Everybody gets sad once in a while. Ten to twenty percent of the US workforce gets clinically depressed each year. That depression costs you money in terms of absenteeism, lost productivity, reduced quality, employee turnover and on-the-job accidents. A 2003 study put the cost at over $44 billion per year.
What can you do about it?
Train your managers to recognize the symptoms and deal with them in a compassionate, but direct manner.
- The article "The Effects Of Depression In The Workplace", from Mental Health InfoSource provides a list of symptoms to look for.
- Here are some of the common sources of depression in the workplace (see upper right list).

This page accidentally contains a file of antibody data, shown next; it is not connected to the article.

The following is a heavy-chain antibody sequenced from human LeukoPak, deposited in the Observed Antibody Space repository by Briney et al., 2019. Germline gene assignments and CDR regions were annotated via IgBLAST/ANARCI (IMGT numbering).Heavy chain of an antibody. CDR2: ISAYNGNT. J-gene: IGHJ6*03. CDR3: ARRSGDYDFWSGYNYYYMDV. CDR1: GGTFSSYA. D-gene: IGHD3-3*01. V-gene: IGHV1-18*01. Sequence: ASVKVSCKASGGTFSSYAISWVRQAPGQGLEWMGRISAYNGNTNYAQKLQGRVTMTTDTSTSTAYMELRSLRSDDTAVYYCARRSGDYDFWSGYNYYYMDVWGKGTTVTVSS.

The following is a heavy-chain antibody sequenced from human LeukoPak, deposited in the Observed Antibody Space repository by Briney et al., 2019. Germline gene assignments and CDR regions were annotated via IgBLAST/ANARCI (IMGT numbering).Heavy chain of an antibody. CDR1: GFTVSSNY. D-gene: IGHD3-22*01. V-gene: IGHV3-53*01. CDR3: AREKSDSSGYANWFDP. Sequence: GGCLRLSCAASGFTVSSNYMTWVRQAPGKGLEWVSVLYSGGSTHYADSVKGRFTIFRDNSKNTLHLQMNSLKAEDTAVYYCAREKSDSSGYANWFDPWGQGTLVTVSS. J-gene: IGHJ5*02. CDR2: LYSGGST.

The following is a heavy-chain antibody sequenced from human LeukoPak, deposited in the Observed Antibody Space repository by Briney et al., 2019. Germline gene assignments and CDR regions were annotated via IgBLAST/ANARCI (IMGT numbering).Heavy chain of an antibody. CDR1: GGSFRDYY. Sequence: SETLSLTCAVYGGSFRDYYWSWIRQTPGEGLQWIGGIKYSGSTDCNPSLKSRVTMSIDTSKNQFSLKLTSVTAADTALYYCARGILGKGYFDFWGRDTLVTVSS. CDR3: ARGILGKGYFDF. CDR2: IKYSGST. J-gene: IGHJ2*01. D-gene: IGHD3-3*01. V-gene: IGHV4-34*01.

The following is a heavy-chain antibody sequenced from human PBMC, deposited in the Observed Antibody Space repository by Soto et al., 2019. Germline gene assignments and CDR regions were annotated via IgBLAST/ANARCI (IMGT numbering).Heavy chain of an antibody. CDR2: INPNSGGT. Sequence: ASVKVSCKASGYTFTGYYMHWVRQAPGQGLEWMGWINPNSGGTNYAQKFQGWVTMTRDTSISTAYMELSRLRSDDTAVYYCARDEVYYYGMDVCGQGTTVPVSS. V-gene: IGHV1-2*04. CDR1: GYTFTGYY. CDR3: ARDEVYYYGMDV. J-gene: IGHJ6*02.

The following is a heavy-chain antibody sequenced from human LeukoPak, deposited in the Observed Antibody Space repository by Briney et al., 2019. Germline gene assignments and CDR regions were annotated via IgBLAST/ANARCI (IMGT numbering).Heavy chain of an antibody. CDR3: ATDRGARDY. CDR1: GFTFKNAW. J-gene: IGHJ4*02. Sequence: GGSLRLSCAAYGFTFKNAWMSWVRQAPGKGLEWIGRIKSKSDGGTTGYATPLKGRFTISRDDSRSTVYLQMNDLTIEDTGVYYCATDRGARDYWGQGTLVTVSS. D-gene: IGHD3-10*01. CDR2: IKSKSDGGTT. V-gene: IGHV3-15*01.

Teach your employees that depression is an illness that can be treated, and usually cured. Create an environment where your employees can receive confidential diagnosis and treatment without fear of reprisal.
- The EEOC has published "Enforcement Guidance on the Americans with Disabilities Act and Psychiatric Disabilities" to help companies understand what "reasonable accommodation" is required.
Provide help to depressed employees through an in-house Occupational Physician or an Employee Assistance Plan (EAP).
- The US Office of Personnel Management has a good description of an Employee Assistance Program (EAP). It includes services, privacy, and legal authority information.
- To help you decide whether an Occupational Physician program is appropriate for your company, visit the American College of Occupational and Environmental Medicine site.
- For more information on EAPs, go to the Employee Assistance Professionals Association website.
Don't overlook depression as a possible cause of poor performance by your employees. They may not just be "burned out." They may need your help to return to their former levels of productivity.